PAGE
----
A Commentary by John Stott

Acts 3:23-31. Conclusion: signs and wonders (conclusion).

Secondly, is it certain that signs and wonders are meant by God to be ‘everyday occurrences’ and ‘the normal Christian life’? I think not. Not only are miracles by definition ‘abnorms’ rather than norms, but the Acts does not provide evidence that they were widespread. Luke’s emphasis is that they were performed mostly by the Apostles (2:43; 5:12), and especially by the apostles Peter and Paul on whom he focuses our attention. True, Stephen and Philip also did signs and wonders, and perhaps others did. But it can be argued that Stephen and Philip were special people, not so much because the apostles had laid hands on them (6:5-6) as because each was given a unique role in laying the foundation of the church’s world-wide mission (see 7:1ff. and 8:5ff.). Certainly the thrust of the Bible is that miracles clustered round the principal organs of revelation at fresh epochs of revelation, particularly Moses the lawgiver, the new prophetic witness spearheaded by Elijah and Elisha, the Messianic ministry of Jesus, and the apostles, so that Paul referred to his miracles as ‘the things that mark an apostle’ (2 Cor, 12:12). There may well be situations in which miracles are appropriate today, for example, on the frontiers of mission and in an atmosphere of pervasive unbelief which calls for a power encounter between Christ and Antichrist. But Scripture itself suggests that these will be special cases, rather than ‘a part of daily life’.

Thirdly, is it certain that today’s claimed signs and wonders are parallel to those recorded in the New Testament? Some are, or seem to be. But in his public ministry by turning water into wine, stilling a storm, multiplying loaves and fishes, and walking on water, Jesus gave a preview of nature’s final, total subservience to him – a subservience which belongs not to the ‘already’ but to the ‘not yet’ of the kingdom. We should not, therefore, expect to do these things ourselves today. Nor should we expect to be miraculously rescued from prison by the angel of the Lord or to see church members struck dead like Ananias and Sapphira. Even the healing miracles of the Gospels and the Acts had features which are seldom manifest even in the signs and wonders movement today.

Let me come back to the Acts to illustrate this, and take the healing of the cripple as my example. It is the first and longest miraculous cure described in the book. It had five noteworthy characteristics, which together indicate what the New Testament means by a miracle of healing. (i) The healing was of a grave, organic condition, and could not be regarded as a psychosomatic cure. Luke is at pains to tell us that the man had been a cripple from birth (3:2), was now more than forty years old (4:22), and was so handicapped that he had to be carried everywhere (3:2). Humanly speaking, his case was hopeless. Doctors could do nothing for him. (ii) The healing took place by a direct word of command in the name of Christ, without the use of any medical means. Not even prayer, the laying on of hands or anointing with oil were used. True, Peter gave the man a helping hand (3:7), but this was not part of the cure. (iii) The healing was instantaneous, not gradual, for ‘instantly the man’s feet and ankles became strong’, so that he jumped up and began to walk (3:7-8). (iv) The healing was complete and permanent, not partial or temporary. This is stated twice. The man had been given ‘this complete healing’. Peter said to the crowds (3:16), and later stood before the Council ‘completely healed’ (4:10, 1978 edition of NIV). (v) The healing was publicly acknowledged to be indisputable. There was no doubt or question about it. The crippled beggar was well known in the city (3:10, 16). Now he was healed. It was not only the disciples of Jesus who were convinced, but also the enemies of the gospel. The as-yet-unbelieving crowd were ‘filled with wonder and amazement’ (3:10), while the Council called it ‘an outstanding miracle’ which they could not deny (4:14,16).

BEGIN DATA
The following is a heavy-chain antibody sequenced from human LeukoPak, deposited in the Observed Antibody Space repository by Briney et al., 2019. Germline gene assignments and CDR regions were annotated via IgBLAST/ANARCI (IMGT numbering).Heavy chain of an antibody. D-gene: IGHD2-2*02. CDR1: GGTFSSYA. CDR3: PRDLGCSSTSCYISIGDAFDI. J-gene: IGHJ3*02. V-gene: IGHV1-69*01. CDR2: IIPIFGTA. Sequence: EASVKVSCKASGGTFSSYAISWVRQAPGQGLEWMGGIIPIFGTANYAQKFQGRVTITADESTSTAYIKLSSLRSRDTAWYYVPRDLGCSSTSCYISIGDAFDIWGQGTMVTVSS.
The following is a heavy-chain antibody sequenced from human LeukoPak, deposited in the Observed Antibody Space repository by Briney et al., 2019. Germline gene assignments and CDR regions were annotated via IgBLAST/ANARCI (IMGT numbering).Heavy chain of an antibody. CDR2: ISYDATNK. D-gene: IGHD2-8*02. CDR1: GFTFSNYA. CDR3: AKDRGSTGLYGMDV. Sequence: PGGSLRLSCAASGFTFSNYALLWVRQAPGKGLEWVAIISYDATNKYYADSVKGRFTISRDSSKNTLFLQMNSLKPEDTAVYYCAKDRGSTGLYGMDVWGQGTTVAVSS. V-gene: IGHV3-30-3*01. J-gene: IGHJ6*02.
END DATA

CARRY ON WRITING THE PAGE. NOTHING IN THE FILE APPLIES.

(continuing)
If, then, we take Scripture as our guide, we will avoid opposite extremes. We will neither describe miracles as ‘never happening’, nor as ‘everyday occurrences’, neither as ‘impossible’ nor as ‘normal’. Instead, we will be entirely open to the God who works both through nature and through miracle. And when a healing miracle is claimed, we will expect it to resemble those in the Gospels and the Acts and so to be the instantaneous and complete cure of an organic condition, without the use of medical or surgical means, inviting investigation and persuading even unbelievers. For so it was with the congenital cripple. Peter took his miraculous healing as the text of both his sermon to the crowd and his speech to the Council. Word and sign together bore testimony to the uniquely powerful name of Jesus. The healing of the cripple’s body was a vivid dramatisation of the apostolic message of salvation.

Tomorrow: Acts 4:32-6:7. 4). Satanic counter-attack.

The John Stott Bible Study is taken from The Message of Acts. The Bible Speaks Today John Stott. Used by permission of Inter-Varsity Press UK, Nottingham. All rights reserved.